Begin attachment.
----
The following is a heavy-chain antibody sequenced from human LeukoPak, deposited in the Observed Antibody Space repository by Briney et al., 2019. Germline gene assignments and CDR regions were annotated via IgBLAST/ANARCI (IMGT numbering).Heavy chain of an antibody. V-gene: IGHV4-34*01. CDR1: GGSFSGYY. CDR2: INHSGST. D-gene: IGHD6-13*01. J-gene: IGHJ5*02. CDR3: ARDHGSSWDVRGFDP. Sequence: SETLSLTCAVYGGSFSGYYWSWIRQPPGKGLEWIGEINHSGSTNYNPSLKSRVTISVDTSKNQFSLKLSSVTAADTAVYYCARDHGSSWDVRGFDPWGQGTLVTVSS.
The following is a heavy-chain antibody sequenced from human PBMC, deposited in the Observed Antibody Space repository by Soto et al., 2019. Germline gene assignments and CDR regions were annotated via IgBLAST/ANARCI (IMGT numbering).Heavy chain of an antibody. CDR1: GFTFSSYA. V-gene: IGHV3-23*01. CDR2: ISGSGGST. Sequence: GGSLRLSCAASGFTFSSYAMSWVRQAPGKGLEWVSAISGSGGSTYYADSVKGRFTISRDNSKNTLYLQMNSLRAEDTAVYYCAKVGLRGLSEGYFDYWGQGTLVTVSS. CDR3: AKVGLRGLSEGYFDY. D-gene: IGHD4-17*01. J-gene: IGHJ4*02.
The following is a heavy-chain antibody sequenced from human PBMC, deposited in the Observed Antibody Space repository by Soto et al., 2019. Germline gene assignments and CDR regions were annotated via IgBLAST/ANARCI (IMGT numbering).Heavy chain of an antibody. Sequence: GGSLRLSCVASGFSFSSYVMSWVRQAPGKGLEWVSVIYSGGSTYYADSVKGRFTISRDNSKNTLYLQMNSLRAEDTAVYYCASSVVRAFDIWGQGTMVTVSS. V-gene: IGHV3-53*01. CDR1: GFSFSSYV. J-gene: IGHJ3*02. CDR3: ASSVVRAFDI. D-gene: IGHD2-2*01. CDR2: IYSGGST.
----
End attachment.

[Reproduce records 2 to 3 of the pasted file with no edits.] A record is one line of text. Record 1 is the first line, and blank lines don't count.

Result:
The following is a heavy-chain antibody sequenced from human PBMC, deposited in the Observed Antibody Space repository by Soto et al., 2019. Germline gene assignments and CDR regions were annotated via IgBLAST/ANARCI (IMGT numbering).Heavy chain of an antibody. CDR1: GFTFSSYA. V-gene: IGHV3-23*01. CDR2: ISGSGGST. Sequence: GGSLRLSCAASGFTFSSYAMSWVRQAPGKGLEWVSAISGSGGSTYYADSVKGRFTISRDNSKNTLYLQMNSLRAEDTAVYYCAKVGLRGLSEGYFDYWGQGTLVTVSS. CDR3: AKVGLRGLSEGYFDY. D-gene: IGHD4-17*01. J-gene: IGHJ4*02.
The following is a heavy-chain antibody sequenced from human PBMC, deposited in the Observed Antibody Space repository by Soto et al., 2019. Germline gene assignments and CDR regions were annotated via IgBLAST/ANARCI (IMGT numbering).Heavy chain of an antibody. Sequence: GGSLRLSCVASGFSFSSYVMSWVRQAPGKGLEWVSVIYSGGSTYYADSVKGRFTISRDNSKNTLYLQMNSLRAEDTAVYYCASSVVRAFDIWGQGTMVTVSS. V-gene: IGHV3-53*01. CDR1: GFSFSSYV. J-gene: IGHJ3*02. CDR3: ASSVVRAFDI. D-gene: IGHD2-2*01. CDR2: IYSGGST.